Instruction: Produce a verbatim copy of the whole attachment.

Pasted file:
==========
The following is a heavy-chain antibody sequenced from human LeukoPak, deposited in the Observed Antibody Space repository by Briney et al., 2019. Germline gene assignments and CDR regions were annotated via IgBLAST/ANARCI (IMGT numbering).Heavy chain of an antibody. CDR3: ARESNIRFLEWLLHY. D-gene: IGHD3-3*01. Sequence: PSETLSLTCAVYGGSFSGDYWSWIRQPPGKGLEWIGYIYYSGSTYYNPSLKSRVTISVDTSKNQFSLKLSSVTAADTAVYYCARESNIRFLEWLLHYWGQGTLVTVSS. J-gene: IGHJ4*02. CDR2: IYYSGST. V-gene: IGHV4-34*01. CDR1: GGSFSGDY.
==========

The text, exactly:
The following is a heavy-chain antibody sequenced from human LeukoPak, deposited in the Observed Antibody Space repository by Briney et al., 2019. Germline gene assignments and CDR regions were annotated via IgBLAST/ANARCI (IMGT numbering).Heavy chain of an antibody. CDR3: ARESNIRFLEWLLHY. D-gene: IGHD3-3*01. Sequence: PSETLSLTCAVYGGSFSGDYWSWIRQPPGKGLEWIGYIYYSGSTYYNPSLKSRVTISVDTSKNQFSLKLSSVTAADTAVYYCARESNIRFLEWLLHYWGQGTLVTVSS. J-gene: IGHJ4*02. CDR2: IYYSGST. V-gene: IGHV4-34*01. CDR1: GGSFSGDY.